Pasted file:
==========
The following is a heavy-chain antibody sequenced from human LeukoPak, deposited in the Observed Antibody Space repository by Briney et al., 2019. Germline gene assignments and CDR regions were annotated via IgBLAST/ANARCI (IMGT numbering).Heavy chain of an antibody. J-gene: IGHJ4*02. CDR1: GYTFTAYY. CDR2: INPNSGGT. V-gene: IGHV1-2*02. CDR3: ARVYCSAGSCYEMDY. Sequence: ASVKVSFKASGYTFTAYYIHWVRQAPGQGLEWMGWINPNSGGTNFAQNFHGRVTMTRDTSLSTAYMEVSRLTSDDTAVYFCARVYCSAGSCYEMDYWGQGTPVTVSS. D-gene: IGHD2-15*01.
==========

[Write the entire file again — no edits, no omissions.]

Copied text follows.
The following is a heavy-chain antibody sequenced from human LeukoPak, deposited in the Observed Antibody Space repository by Briney et al., 2019. Germline gene assignments and CDR regions were annotated via IgBLAST/ANARCI (IMGT numbering).Heavy chain of an antibody. J-gene: IGHJ4*02. CDR1: GYTFTAYY. CDR2: INPNSGGT. V-gene: IGHV1-2*02. CDR3: ARVYCSAGSCYEMDY. Sequence: ASVKVSFKASGYTFTAYYIHWVRQAPGQGLEWMGWINPNSGGTNFAQNFHGRVTMTRDTSLSTAYMEVSRLTSDDTAVYFCARVYCSAGSCYEMDYWGQGTPVTVSS. D-gene: IGHD2-15*01.